Karrie Carnes: And if I’m a prospective employee, I can also potentially see myself in this. So for their audience and for LinkedIn, I felt like they really nailed the banner photo. It’s also an opportunity as you’re optimizing, just have your website. Have your URL in there. I don’t know if you ever go, think about going to a website and maybe for a restaurant. And you’re trying to find their phone number, their hours of operation, you know, the really basic stuff. So think of it that way. If somebody stumbles upon your page, what do you need to give them? Is it your website, your outage? Again, I wouldn’t say, like don’t mix the audiences, but at a minimum maybe have it linked to if you have a careers page. Like you know company .org, .com /careers. That would be a great one to put in that website section, that field. And then you’re about section. So at a bare minimum, the about section can be where you put other information like your phone number, your lobby hours, but also maybe your values. So this is your snapshot. Think of it almost like your dating profile. And so if you’re not going to do anything, if you’re like, you know, Karrie, this is great, but I don’t really have a whole lot of time.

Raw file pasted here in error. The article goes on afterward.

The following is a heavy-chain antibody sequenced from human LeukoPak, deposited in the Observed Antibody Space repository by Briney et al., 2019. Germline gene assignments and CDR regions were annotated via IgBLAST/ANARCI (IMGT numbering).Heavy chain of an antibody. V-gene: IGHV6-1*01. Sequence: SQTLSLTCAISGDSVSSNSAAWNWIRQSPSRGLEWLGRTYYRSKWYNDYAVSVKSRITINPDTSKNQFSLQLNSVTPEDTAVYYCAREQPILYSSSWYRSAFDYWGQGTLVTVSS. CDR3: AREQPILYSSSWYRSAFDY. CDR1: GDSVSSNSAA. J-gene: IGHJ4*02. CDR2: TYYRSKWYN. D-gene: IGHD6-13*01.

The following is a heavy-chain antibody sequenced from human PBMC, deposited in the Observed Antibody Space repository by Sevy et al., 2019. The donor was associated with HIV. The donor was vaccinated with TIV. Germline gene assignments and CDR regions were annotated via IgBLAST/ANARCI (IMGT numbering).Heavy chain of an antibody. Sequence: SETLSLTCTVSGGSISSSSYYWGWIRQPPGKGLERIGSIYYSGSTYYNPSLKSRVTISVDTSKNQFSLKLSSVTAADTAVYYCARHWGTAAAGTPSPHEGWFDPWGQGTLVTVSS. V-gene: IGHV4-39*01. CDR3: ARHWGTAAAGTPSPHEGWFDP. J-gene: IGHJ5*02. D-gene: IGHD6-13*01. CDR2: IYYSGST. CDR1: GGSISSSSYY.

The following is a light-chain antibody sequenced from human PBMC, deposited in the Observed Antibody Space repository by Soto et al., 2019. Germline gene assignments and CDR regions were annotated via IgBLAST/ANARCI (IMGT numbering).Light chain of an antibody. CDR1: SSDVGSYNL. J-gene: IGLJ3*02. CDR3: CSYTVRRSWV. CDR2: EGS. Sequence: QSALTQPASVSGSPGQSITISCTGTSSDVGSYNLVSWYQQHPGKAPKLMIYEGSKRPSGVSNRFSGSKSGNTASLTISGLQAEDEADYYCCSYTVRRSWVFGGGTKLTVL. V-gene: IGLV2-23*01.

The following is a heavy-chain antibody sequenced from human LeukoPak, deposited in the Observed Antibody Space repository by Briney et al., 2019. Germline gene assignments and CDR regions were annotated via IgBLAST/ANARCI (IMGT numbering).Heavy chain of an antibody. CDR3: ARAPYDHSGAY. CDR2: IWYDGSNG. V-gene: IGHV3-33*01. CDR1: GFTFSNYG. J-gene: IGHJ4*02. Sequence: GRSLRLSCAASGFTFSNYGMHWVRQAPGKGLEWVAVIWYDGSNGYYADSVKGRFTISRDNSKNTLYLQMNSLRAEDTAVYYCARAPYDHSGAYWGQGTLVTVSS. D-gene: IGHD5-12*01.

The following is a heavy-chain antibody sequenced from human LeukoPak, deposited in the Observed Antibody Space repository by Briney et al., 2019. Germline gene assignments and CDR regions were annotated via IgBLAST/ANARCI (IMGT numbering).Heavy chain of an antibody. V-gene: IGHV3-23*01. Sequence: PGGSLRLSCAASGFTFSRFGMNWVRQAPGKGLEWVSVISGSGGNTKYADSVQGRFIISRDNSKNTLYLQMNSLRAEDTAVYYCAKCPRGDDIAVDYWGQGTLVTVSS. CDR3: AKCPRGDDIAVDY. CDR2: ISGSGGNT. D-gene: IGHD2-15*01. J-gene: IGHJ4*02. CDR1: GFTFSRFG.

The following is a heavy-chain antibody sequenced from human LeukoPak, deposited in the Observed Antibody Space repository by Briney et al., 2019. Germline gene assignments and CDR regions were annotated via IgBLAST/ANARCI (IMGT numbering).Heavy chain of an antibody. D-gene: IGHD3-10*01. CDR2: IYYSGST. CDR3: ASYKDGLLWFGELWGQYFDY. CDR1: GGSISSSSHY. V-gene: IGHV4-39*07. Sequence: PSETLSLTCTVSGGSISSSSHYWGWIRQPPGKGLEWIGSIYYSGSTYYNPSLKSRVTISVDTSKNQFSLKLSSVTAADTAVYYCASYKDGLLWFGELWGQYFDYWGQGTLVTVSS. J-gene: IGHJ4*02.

Karrie Carnes: Like, I’m not only wearing the communications kind of marketing hat, customer relations, legislative affairs, I’m wearing so many hats. Then do yourself and your company a favor and just logo, banner photo, website, about section, done. But if you want to dive a little deeper, I just want to throw out a couple of stats. I know stats are kind of hard on podcast, but I’ll just share one. Engaged employees. So again, if we’re segmenting our audience and we’re realizing that LinkedIn is about our employees, engaged employees are 14 times more likely to share their organization’s LinkedIn content. So I don’t have the comparison of, let’s say, Facebook, but I’m pretty darn sure that it’s a lot higher. Because you have to think about it. Your employees are going there for a particular reason. You know, maybe they’re job hunting, maybe they’re not. Maybe they’re teeing themselves up to look like an expert or a thought leader. And they’re going to want to curate their own content, and they’re going to want to share it from reputable sources that include their own company. So if you do have the bandwidth, like maybe you’re like, “Hey, Karrie. I wear all those hats, but I do have the bandwidth to actually start putting stuff out on LinkedIn. Maybe, what should I put out?”